Not very, it turns out. There are many environmental hazards in the hot shop, from handling toxic chemicals to dealing with glass dust silicates that can cause lung disease. Tacoma's Museum of Glass outlines some of these hazards on its website. But increasingly, glass studios are having to deal with the fact that their carbon footprints are enormous and the cost of keeping the furnaces going, in dollars and in carbon emissions, is significant. In an article in the Spring 2010 issue of Urban Glass Art Quarterly titled "Can glass go green?" editor Andrew Page outlines the challenge:
Rising fuel costs and a growing consensus that global warming is a real threat have set the stage for fresh approaches in a field that is quite possibly the most energy-intensive medium for the creation of art.
Fresh approaches means ways of not consuming so much natural gas and other fuels to keep hot shops running. Page writes that some glass studios are finding greener ways, such as the Northwest's Pilchuck Glass School, founded by Dale Chihuly, where furnaces are being upgraded and students taught to do more design work on computers and with models, when the furnaces aren't running. Nevertheless, glass studios burn a lot of fuel and belch carbon into the atmosphere in seeking to produce beautiful baubles for well-heeled collectors. According to Urban Glass, a rough carbon calculation that doesn't take into account a full commercial studio's operation pencils this way:
Figuring your carbon footprint is a simple equation. Multiply the therms listed on your gas bill by 12.0593. That is the number of pounds of carbon dioxide that is emitted as a result of burning one therm of natural gas. Then divide this sum by 2,205 to convert it into metric tons. A single metric ton of CO2 is what a car emits in about two months of driving, says Lisa A. Moore, a scientist with Environmental Defense. While equivalents vary, there is no question that glass studios contribute significant amounts of carbon to the atmosphere, a single large studio easily releasing the same amount of carbon as over 100 households. With two 1,000-pound day tanks, and seven glory holes, a public-access glass studio could easily produce 480 metric tons of carbon per year, or the equivalent annual output of approximately 70 cars, and that does not include the carbon generated by the use of electric annealers and other equipment.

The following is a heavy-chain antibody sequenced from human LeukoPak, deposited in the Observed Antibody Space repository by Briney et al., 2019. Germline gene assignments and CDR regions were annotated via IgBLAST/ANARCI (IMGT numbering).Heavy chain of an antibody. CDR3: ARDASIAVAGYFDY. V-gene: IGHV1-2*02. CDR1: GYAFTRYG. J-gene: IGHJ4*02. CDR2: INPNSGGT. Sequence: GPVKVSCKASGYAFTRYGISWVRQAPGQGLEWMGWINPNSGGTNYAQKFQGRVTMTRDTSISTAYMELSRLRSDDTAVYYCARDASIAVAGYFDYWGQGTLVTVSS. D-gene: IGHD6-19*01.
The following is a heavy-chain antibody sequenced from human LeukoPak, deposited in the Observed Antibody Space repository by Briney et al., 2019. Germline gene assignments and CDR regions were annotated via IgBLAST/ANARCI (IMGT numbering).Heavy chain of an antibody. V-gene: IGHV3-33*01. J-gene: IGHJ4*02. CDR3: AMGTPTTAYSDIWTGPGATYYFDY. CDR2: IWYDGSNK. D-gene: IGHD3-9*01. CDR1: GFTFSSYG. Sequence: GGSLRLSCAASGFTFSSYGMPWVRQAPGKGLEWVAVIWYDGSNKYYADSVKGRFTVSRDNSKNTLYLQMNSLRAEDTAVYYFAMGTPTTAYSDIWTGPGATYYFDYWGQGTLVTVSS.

A hundred households? Sounds like a suburban subdivision. Seventy cars? Sounds like a small fleet of commuters. Seattle and the region are home to numerous glass studios, from Pilchuck and the Glass Museum to Chihuly's prolific shop on Lake Union. According to the Seattle Convention and Vistor's Bureau, our "Metronatural" city has more glass blowing hot shops than any city in the world except Venice, Italy. One estimate puts the number at around 90 in Seattle.
That's a lot of greenhouse gas for art's sake.
Seattle city council president Richard Conlin is reportedly enthused about the new Chihuly complex at Seattle Center, calling it an "extraordinary opportunity," but he's also the one leading the charge against carbon emissions, the ones created to make Chihuly's glass works in the first place. The proposed glass house would be a monument to what can be produced if you burn enough fossil fuel in pursuit of a kind of commercial, artistic alchemy, but symbolically at least, doesn't it rather undercut the city's green messaging?
Like what you just read? Support high quality local journalism. Become a member of Crosscut today!